At one point one of his musicians says “Hey Brian, I think you might have screwed up here. You’ve got Lyle playing in D and the rest of us are in A major.” “Yeah that’s right,” he replies. “How does that work? Two bass lines and two different keys?” she asks, to which Brian replies: “It works in my head”. That’s because he can already hear it. It’s the same way that Beethoven could lose his hearing but still be able to compose his ninth symphony. And the same way a conductor such as Arturo Toscanini would be able to scan two hours of music in a minute and be able to reassure a bassoonist in his orchestra that the broken key on their instrument wouldn’t matter as that particular note didn’t appear in the performance. 
To which the only appropriate response, I suppose, is wow. Read the whole thing.

Wednesday, January 20, 2016

The sadness of Pete Rose

Paul Daugherty has long been one of my favorite newspaper columnists, his specialty being sports. He writes for the Cincinnati Enquirer. Yesterday, Reds Country was abuzz with the announcement that Pete Rose, long banned from baseball and separately barred from the Baseball Hall of Fame in Cooperstown because he bet on baseball when he was a player and manager, would this year be inducted into the Reds Hall of Fame at Great American Ball Park and his number 14 forever retired from use by the Reds.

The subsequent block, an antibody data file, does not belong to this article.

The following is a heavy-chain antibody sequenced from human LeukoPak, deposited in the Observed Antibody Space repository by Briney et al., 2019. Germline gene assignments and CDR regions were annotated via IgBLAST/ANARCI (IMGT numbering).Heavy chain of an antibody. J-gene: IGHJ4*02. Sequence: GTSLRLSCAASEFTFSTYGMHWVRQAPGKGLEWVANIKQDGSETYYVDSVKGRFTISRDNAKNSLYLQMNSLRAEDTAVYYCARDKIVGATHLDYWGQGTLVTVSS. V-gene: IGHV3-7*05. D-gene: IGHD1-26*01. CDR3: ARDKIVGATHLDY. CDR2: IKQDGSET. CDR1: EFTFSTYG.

Daugherty registered what is probably a widespread point of view among Reds fans in a column titled 'Sadness pervades Reds' Rose announcement.' This is how it ended:
Enjoy the local honor [Daugherty writes to Rose]. It’s not a consolation prize, not for someone who grew up on the West Side and still, in some small way, owes his personality to that part of town. It’s not Cooperstown, either, or even a batting cage. Sadness endures, even on a day of celebration.
I responded:
I'm a lifelong Reds fan and Rose was, in Big Red Machine days, my favorite player. (In retrospect, I tilt toward Morgan as the best all-around and most pivotal contributor to the team's success though.)